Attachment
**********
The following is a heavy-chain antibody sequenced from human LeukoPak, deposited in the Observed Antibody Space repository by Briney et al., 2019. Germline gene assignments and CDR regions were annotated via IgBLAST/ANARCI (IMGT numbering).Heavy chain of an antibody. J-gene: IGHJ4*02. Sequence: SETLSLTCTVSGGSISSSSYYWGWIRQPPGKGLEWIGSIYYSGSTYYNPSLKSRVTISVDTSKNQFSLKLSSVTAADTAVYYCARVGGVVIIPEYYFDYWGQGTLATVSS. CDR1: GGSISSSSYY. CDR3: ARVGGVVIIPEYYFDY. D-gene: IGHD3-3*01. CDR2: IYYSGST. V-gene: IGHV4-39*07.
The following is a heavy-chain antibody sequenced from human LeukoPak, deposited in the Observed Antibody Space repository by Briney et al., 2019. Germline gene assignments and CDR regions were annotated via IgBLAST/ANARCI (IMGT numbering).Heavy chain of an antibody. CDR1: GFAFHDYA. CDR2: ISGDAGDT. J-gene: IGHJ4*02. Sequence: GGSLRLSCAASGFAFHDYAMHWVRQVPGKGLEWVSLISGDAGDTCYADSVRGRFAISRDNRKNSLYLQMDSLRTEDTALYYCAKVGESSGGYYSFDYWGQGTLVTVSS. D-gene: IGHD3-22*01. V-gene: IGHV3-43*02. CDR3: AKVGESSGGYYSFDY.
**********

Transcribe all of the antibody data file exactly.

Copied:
The following is a heavy-chain antibody sequenced from human LeukoPak, deposited in the Observed Antibody Space repository by Briney et al., 2019. Germline gene assignments and CDR regions were annotated via IgBLAST/ANARCI (IMGT numbering).Heavy chain of an antibody. J-gene: IGHJ4*02. Sequence: SETLSLTCTVSGGSISSSSYYWGWIRQPPGKGLEWIGSIYYSGSTYYNPSLKSRVTISVDTSKNQFSLKLSSVTAADTAVYYCARVGGVVIIPEYYFDYWGQGTLATVSS. CDR1: GGSISSSSYY. CDR3: ARVGGVVIIPEYYFDY. D-gene: IGHD3-3*01. CDR2: IYYSGST. V-gene: IGHV4-39*07.
The following is a heavy-chain antibody sequenced from human LeukoPak, deposited in the Observed Antibody Space repository by Briney et al., 2019. Germline gene assignments and CDR regions were annotated via IgBLAST/ANARCI (IMGT numbering).Heavy chain of an antibody. CDR1: GFAFHDYA. CDR2: ISGDAGDT. J-gene: IGHJ4*02. Sequence: GGSLRLSCAASGFAFHDYAMHWVRQVPGKGLEWVSLISGDAGDTCYADSVRGRFAISRDNRKNSLYLQMDSLRTEDTALYYCAKVGESSGGYYSFDYWGQGTLVTVSS. D-gene: IGHD3-22*01. V-gene: IGHV3-43*02. CDR3: AKVGESSGGYYSFDY.